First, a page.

by WorldTribune Staff, May 25, 2017
“Furious” UK investigators have stopped sharing intelligence gathered from the Manchester bombing with the United States after U.S. law enforcement sources leaked key details and photographs from the investigation to domestic journalists.
Just as angry was U.S. President Donald Trump. In a presidential statement issued while Trump was at NATO HQ, he called the Manchester leaks “deeply troubling,” vowed to “get to the bottom” of them and demanded a full investigation by U.S. agencies.
The statement added: “The leaks of sensitive information pose a grave threat to our national security. I am asking the Department of Justice and other relevant agencies to launch a complete review of this matter, and if appropriate, the culprit should be prosecuted to the fullest extent of the law. There is no relationship we cherish more than the Special Relationship between the United States and the United Kingdom.”
While British police had discovered the identity of the terrorist who killed 22 in Manchester on May 22, the name was withheld from the media initially for operational reasons, the BBC reported.
Yet less than 24 hours after the attack took place, American newspapers citing “government sources” were able to name the attacker as Salman Abedi.
British Prime Minister Theresa May raised concerns over the leaks with U.S. President Donald Trump at a May 25 NATO meeting.
“We have strong relations with the United States, our closest partner,” the prime minister told reporters as she entered NATO’s headquarters in Brussels, “and that is, of course, built on trust. Part of that is knowing intelligence can be shared confidently, and I will make clear to President Trump that intelligence shared with law enforcement agencies must be secure.
Additionally, detailed crime scene information, and photographs of shrapnel, a backpack, and a battery were released by The New York Times.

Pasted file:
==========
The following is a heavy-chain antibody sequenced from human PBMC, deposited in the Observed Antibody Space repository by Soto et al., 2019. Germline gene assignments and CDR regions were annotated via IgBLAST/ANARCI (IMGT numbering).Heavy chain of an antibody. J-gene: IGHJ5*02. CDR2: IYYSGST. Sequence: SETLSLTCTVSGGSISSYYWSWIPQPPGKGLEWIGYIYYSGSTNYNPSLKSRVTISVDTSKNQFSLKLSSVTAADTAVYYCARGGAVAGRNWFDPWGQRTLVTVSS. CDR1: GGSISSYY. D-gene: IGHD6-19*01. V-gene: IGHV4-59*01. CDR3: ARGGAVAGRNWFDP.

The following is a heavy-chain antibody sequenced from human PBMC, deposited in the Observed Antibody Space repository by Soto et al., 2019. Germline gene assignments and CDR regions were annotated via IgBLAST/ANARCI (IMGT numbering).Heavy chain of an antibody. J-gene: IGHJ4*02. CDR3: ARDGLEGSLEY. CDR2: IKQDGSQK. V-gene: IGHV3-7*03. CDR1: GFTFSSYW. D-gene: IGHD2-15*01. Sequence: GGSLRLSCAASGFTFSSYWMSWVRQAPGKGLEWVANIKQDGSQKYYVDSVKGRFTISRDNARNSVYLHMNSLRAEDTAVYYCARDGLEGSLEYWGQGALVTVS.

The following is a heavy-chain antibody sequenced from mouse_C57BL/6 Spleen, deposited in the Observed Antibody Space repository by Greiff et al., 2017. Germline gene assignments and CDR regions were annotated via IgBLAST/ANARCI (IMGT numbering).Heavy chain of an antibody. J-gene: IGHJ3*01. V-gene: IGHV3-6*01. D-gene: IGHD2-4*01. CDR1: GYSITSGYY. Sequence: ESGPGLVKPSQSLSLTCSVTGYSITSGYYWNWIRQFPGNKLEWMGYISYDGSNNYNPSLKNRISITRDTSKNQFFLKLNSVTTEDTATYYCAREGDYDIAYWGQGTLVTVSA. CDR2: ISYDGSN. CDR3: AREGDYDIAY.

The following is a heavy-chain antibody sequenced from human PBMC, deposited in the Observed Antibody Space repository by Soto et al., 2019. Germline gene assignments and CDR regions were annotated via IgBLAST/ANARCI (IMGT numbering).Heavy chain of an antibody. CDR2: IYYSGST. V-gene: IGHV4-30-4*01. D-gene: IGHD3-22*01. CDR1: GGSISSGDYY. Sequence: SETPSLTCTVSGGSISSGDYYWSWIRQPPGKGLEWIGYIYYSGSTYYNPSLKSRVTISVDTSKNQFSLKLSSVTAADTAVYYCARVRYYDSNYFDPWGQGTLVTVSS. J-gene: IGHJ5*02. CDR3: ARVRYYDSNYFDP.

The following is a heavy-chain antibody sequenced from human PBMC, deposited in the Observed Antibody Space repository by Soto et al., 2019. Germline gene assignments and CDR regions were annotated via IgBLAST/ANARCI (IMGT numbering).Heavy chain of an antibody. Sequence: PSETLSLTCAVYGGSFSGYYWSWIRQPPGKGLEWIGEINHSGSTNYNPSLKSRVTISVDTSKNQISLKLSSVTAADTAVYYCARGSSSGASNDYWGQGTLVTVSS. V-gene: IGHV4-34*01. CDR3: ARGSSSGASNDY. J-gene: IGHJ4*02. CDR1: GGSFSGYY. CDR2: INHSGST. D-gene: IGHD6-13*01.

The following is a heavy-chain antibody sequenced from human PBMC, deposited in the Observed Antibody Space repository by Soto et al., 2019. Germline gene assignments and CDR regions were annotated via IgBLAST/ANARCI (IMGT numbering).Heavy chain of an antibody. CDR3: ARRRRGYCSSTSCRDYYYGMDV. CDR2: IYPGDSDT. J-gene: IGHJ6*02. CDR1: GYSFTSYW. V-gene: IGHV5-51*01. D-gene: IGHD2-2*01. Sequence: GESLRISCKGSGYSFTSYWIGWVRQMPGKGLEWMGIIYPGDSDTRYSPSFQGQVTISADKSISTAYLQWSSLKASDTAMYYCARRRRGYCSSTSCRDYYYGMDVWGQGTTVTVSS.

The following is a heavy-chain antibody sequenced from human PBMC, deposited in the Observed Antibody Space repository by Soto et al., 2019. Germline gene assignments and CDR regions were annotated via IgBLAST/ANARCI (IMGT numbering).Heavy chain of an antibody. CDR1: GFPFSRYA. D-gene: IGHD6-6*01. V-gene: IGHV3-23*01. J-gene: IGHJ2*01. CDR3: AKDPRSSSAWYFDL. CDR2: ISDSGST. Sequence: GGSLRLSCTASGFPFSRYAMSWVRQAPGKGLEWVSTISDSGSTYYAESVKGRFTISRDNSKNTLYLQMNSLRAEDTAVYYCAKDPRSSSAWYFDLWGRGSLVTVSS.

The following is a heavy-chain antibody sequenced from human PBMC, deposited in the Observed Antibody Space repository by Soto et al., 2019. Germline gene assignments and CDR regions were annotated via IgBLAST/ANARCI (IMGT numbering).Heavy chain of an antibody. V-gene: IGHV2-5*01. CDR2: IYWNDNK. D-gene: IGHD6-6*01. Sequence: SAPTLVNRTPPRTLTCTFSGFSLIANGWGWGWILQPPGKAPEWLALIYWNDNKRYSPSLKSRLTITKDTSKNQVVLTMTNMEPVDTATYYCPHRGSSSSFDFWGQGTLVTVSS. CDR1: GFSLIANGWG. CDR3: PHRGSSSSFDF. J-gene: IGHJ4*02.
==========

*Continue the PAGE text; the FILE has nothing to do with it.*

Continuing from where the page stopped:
The nature and speed of the leaks have caused “disbelief and astonishment” in the British government.
“These leaks were reprehensible, deeply distressing,” Lewis Lukens, U.S. charge d’affaires in London and acting ambassador to Britain, said on BBC radio on May 25. “We unequivocally condemn them.”
“The United States government is launching an investigation into these leaks and will take appropriate action once we identify the source of the leaks,” he added. “We are determined to identify these leaks and to stop them.”
The BBC report said U.S. law enforcement officials are “likely” responsible for the leaks. Those officials would have received access to the data through the transatlantic “Five Eyes” intelligence sharing agreement.
The UK’s Daily Telegraph reported that officials with access to the shared Five Eyes intelligence “were openly briefing the media on what they had been told about Abedi and his ‘cell of ISIS-inspired terrorists.’ ”[The Five Eyes intelligence sharing agreement, a treaty that dates back to the Second World War between the United States, the United Kingdom, Canada, Australia, and New Zealand means the involved nations have total unrestricted access to each other’s intelligence collection efforts. The geographical positions of the involved nations and their various ex-colonial outposts make the agreement not just unparalleled in openness, but also in global coverage for signals and other intelligence. The agreement does, however, rely on each nation also respecting the security of each other’s intelligence — a principle that appears to have been seriously transgressed in this case.]